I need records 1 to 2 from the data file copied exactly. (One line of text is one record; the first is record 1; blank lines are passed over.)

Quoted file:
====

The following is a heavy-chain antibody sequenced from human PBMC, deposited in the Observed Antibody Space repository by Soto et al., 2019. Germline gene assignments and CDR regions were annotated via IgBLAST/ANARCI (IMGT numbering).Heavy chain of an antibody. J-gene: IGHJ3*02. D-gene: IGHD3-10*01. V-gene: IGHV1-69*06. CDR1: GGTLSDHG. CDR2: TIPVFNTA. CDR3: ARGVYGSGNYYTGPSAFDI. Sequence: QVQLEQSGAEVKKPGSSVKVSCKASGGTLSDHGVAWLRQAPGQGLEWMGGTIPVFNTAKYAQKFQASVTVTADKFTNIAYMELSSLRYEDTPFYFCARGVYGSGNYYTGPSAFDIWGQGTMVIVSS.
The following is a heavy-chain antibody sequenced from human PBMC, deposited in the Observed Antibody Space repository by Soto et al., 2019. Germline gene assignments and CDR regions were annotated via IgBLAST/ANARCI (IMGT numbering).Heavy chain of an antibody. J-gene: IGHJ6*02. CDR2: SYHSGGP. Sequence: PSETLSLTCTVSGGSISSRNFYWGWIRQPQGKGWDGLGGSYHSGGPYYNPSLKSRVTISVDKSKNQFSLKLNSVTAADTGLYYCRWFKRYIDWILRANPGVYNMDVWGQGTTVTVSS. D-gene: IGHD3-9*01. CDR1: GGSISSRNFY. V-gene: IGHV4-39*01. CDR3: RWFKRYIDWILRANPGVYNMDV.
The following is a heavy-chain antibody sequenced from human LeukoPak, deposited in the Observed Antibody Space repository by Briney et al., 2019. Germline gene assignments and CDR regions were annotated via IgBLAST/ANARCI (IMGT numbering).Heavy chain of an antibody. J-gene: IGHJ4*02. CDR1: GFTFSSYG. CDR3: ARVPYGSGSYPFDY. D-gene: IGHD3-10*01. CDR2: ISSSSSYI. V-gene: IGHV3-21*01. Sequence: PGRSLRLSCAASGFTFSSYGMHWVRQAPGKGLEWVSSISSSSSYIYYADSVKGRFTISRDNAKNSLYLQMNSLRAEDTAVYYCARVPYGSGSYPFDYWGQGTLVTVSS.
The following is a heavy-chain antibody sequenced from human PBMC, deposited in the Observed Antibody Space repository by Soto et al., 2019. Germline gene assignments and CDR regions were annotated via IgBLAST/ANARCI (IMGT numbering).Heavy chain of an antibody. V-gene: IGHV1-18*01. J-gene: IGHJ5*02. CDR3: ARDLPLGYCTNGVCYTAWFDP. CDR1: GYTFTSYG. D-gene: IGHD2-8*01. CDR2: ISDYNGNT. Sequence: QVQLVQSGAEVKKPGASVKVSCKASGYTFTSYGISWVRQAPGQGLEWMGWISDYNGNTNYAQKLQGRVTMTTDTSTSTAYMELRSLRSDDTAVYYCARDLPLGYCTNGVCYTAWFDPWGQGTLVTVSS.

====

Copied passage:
The following is a heavy-chain antibody sequenced from human PBMC, deposited in the Observed Antibody Space repository by Soto et al., 2019. Germline gene assignments and CDR regions were annotated via IgBLAST/ANARCI (IMGT numbering).Heavy chain of an antibody. J-gene: IGHJ3*02. D-gene: IGHD3-10*01. V-gene: IGHV1-69*06. CDR1: GGTLSDHG. CDR2: TIPVFNTA. CDR3: ARGVYGSGNYYTGPSAFDI. Sequence: QVQLEQSGAEVKKPGSSVKVSCKASGGTLSDHGVAWLRQAPGQGLEWMGGTIPVFNTAKYAQKFQASVTVTADKFTNIAYMELSSLRYEDTPFYFCARGVYGSGNYYTGPSAFDIWGQGTMVIVSS.
The following is a heavy-chain antibody sequenced from human PBMC, deposited in the Observed Antibody Space repository by Soto et al., 2019. Germline gene assignments and CDR regions were annotated via IgBLAST/ANARCI (IMGT numbering).Heavy chain of an antibody. J-gene: IGHJ6*02. CDR2: SYHSGGP. Sequence: PSETLSLTCTVSGGSISSRNFYWGWIRQPQGKGWDGLGGSYHSGGPYYNPSLKSRVTISVDKSKNQFSLKLNSVTAADTGLYYCRWFKRYIDWILRANPGVYNMDVWGQGTTVTVSS. D-gene: IGHD3-9*01. CDR1: GGSISSRNFY. V-gene: IGHV4-39*01. CDR3: RWFKRYIDWILRANPGVYNMDV.